This post is overdue, I would first like to apologize for leaving my loyal readers hanging. Shit hit the fan in the days following my last post and as a result my bike trip came to an abrupt end. Since I’ll be hitting the road again in a few days, I thought it would be in good taste to finish this blog before I start a new one. This is what happened during the four days following the last post.
I woke up to the same foggy sky. It was beginning to annoy me a little bit, I hoped that the entirety of the west coast wasn’t so bleak. I made my way to Bodega Bay, another small Norcal town composed of only a couple buildings. I stopped at the gas station to fill water my water and sat beside my bike to read while I charged my phone.
Half an hour went by before I was approached by a an older man who was probably in his 50s. He was pretty fat, had dark hair, and was of Native American / Italian ethnicity. “Is this your bike?” As soon as he spoke I could tell that there was something off about him. His voice was choppy and he slurred words occasionally, I assumed that he was either really drunk or had some sort of mental disorder. Pointing to his bike he mentioned that he too was biking along the coast. When he asked if I wanted to ride to a bluff overlooking the Pacific to smoke a joint I was happy to oblige.
“Gold Bear” is how he introduced himself, claiming he was known along the Highway 1 by that name. He talked quite a bit, mostly about himself and at first I was a little doubtful about the truthfulness of his stories, but I was happy to listen. He had stopped working 4 years ago and threw together an impressively minimalist touring rig on a pretty retro bike. Ever since, Gold Bear has been riding up and down the Highway 1 about seven or eight months out of the year.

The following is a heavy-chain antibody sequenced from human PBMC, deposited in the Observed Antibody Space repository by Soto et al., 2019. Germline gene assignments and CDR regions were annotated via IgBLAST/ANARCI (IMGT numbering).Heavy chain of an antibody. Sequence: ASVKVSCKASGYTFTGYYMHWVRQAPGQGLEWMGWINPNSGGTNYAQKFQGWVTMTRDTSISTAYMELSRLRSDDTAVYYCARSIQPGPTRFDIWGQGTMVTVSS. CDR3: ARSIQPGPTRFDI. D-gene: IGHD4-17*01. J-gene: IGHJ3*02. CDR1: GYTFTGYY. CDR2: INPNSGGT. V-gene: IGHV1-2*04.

We smoked and he continued to talk about his life. Eventually he began to explain his mental condition to me. It was a car accident roughly about 10 years ago that really messed him up. It was then that I noticed he was missing fingers. He proceeded showed me his left calf, or lack thereof, where there was pretty clear evidence of a compound fracture. He also suffered irreversible brain damage, so he couldn’t work anymore. I believe he mentioned that prior to the the accident he was an electrician or a mechanic. “Hurts to walk, hurts to climb, hurts to even stand sometimes. I can bike though”
So he lived on his bike. We decided to ride together, knocking out 10 mile portions of the highway at a time. He kept telling me not to wait for him and that he’d eventually catch up. I was quite a bit faster but for his age and condition his pace was very efficient. I was happy to break for a couple minutes every hour as he was never too far behind, which was unexpected for a fat old Indian dude with serious mental and physical trauma. I was impressed.
He was, even to me, a little strange but I couldn’t place whether some of his behaviors were a result of his mental condition or actually legitimate. On one particular stretch of road he was convinced that we could find edible mushrooms. He claimed they were a local delicacy and that sometimes in the growing season he could harvest enough to help pay for food on his trips. We hopped off the bikes and after being shown where they were likely to grow we began looking.
Nearby a 20-something year-old couple were returning to their car from a nearby trail. Somehow I knew this would happen. In his crackly, high-pitched, broken English, Gold Bear didn’t hesitate to accuse these people of harvesting all the mushrooms.